Accountability. It’s what everyone wanted to see when it came to the housing and financial crisis our country went through in the late aughts. But as we learned the hard way, life doesn’t work like that. The fat cats who started this whole mess walked away with barely any personal or professional liability. Director Jodie Foster’s MONEY MONSTER spins a semi-fantastical yarn that’s deeply rooted in reality. Crafty, clever and nail-biting, the electrifying thriller will have you engrossed and enraged.
Lee Gates (George Clooney) is the Jim Cramer-esque host of a successful financial advice show who is part carnival barker, part entertainment hustler/ truth-teller about all things money. He’s just about to do his last show with long-time collaborator/ director Patty Fenn (Julia Roberts) when they’re interrupted by Kyle Budwell (Jack O’Connell), a disenfranchised investor. Kyle lost his fortune on bad advice the so-called “Wizard of Wall Street” gave viewers about IBIS, a company run by slippery CEO Walt Camby (Dominic West) and protected by CCO Diane Lester (Caitriona Balfe, who’s radiant here) and CFO Avery Goodloe (fake Ron Silver Dennis Boutsikaris). Understandably, Kyle is “mad as Hell and not going to take it anymore!” He holds Lee and the rest of the staff hostage in an attempt to get answers as Patty attempts to craft riveting television and save Lee’s life.
Foster – with help from screenwriters Jamie Linden, Alan DiFiore and Jim Kouf – keeps the film moving at a brisk pace. Any fat has been trimmed off the meat. There’s a genuine sense of urgency. The filmmakers also find room within the short run time to play with our allegiance to certain characters. They wisely build relationships between the staffers – like Lee’s friendships with Patty and producer Ron (Christopher Denham). And it’s great that things don’t always go smoothly, as shown through sequences like Lee’s risky stock market stunt and NYPD Captain Powell’s (Giancarlo Esposito) last ditch effort involving Kyle’s pregnant girlfriend (Emily Meade). We can empathize with flawed characters like Lee and Kyle because they are both victims in the grand scheme – a testament to O’Connell (who I’m convinced is “the new Tom Hardy minus the silly voices”) and Clooney’s keen abilities to bring out subtle dualities in their roles.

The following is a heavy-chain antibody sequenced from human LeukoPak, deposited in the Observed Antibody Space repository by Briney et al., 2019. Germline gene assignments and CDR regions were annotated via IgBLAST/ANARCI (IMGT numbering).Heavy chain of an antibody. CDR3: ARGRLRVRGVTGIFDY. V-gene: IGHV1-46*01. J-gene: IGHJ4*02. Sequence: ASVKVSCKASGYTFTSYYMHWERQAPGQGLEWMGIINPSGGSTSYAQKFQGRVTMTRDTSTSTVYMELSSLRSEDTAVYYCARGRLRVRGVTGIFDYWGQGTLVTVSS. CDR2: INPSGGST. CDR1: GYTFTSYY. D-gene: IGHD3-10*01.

To keep things from getting too insular, we see what’s taking place outside – like the NYPD collecting information and the media spectacle the hostage situation creates on the streets. There’s a crackling energy to how and when information is delivered. We’re a silent character in the discovery processes. Levity is infused into the narrative, balancing out the intensity. The company’s scandal is framed within the appropriate context in the show. I’d also like to think of this as a manual on how to be a badass news director, crafting stories on the fly, maintaining journalistic ethics no matter what.
I didn’t have many complaints, but one moment irked me: It’s almost innocuous, but I took umbrage seeing Janet Jackson’s Super Bowl wardrobe malfunction utilized as a button for a laugh. Though it comes at the end of the movie, that seemingly anti-supportive slight took me right out.
While the film as a whole tends to exploit our inherent need for answers, it’s never grossly manipulative or contrite. Yes, there are clues to who’s culpable that are obvious from the get-go, but the predictability of those plot beats is forgivable as the ride in between those highway markers is enjoyable.
MONEY MONSTER opens on May 13.